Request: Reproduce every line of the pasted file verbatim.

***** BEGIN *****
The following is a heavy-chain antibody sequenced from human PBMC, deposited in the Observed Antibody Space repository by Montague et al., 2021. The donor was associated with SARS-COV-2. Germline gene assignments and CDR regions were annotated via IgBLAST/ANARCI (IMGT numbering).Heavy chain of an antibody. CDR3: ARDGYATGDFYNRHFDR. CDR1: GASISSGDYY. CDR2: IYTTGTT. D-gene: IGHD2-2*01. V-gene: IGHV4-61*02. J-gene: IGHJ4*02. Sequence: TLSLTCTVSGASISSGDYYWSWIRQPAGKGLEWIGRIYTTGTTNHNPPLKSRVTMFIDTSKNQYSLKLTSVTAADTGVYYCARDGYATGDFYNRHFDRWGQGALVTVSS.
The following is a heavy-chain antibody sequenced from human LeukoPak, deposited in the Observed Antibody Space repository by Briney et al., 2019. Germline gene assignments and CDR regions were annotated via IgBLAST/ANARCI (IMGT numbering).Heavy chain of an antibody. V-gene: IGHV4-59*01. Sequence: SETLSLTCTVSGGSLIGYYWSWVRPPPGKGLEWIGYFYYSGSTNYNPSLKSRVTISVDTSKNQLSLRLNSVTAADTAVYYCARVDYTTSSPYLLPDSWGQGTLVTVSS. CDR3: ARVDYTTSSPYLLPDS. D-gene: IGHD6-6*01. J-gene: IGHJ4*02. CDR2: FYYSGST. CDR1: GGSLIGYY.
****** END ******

The following is a heavy-chain antibody sequenced from human PBMC, deposited in the Observed Antibody Space repository by Montague et al., 2021. The donor was associated with SARS-COV-2. Germline gene assignments and CDR regions were annotated via IgBLAST/ANARCI (IMGT numbering).Heavy chain of an antibody. CDR3: ARDGYATGDFYNRHFDR. CDR1: GASISSGDYY. CDR2: IYTTGTT. D-gene: IGHD2-2*01. V-gene: IGHV4-61*02. J-gene: IGHJ4*02. Sequence: TLSLTCTVSGASISSGDYYWSWIRQPAGKGLEWIGRIYTTGTTNHNPPLKSRVTMFIDTSKNQYSLKLTSVTAADTGVYYCARDGYATGDFYNRHFDRWGQGALVTVSS.
The following is a heavy-chain antibody sequenced from human LeukoPak, deposited in the Observed Antibody Space repository by Briney et al., 2019. Germline gene assignments and CDR regions were annotated via IgBLAST/ANARCI (IMGT numbering).Heavy chain of an antibody. V-gene: IGHV4-59*01. Sequence: SETLSLTCTVSGGSLIGYYWSWVRPPPGKGLEWIGYFYYSGSTNYNPSLKSRVTISVDTSKNQLSLRLNSVTAADTAVYYCARVDYTTSSPYLLPDSWGQGTLVTVSS. CDR3: ARVDYTTSSPYLLPDS. D-gene: IGHD6-6*01. J-gene: IGHJ4*02. CDR2: FYYSGST. CDR1: GGSLIGYY.